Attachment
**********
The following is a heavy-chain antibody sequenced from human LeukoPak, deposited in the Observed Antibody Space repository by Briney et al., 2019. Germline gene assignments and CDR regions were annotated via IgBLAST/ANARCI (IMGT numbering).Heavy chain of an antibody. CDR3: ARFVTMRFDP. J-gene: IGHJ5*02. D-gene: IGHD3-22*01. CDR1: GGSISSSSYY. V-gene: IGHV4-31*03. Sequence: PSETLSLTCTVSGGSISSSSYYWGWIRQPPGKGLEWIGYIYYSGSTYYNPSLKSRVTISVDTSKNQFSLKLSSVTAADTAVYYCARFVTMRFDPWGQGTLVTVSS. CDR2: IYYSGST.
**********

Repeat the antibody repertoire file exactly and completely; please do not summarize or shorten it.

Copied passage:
The following is a heavy-chain antibody sequenced from human LeukoPak, deposited in the Observed Antibody Space repository by Briney et al., 2019. Germline gene assignments and CDR regions were annotated via IgBLAST/ANARCI (IMGT numbering).Heavy chain of an antibody. CDR3: ARFVTMRFDP. J-gene: IGHJ5*02. D-gene: IGHD3-22*01. CDR1: GGSISSSSYY. V-gene: IGHV4-31*03. Sequence: PSETLSLTCTVSGGSISSSSYYWGWIRQPPGKGLEWIGYIYYSGSTYYNPSLKSRVTISVDTSKNQFSLKLSSVTAADTAVYYCARFVTMRFDPWGQGTLVTVSS. CDR2: IYYSGST.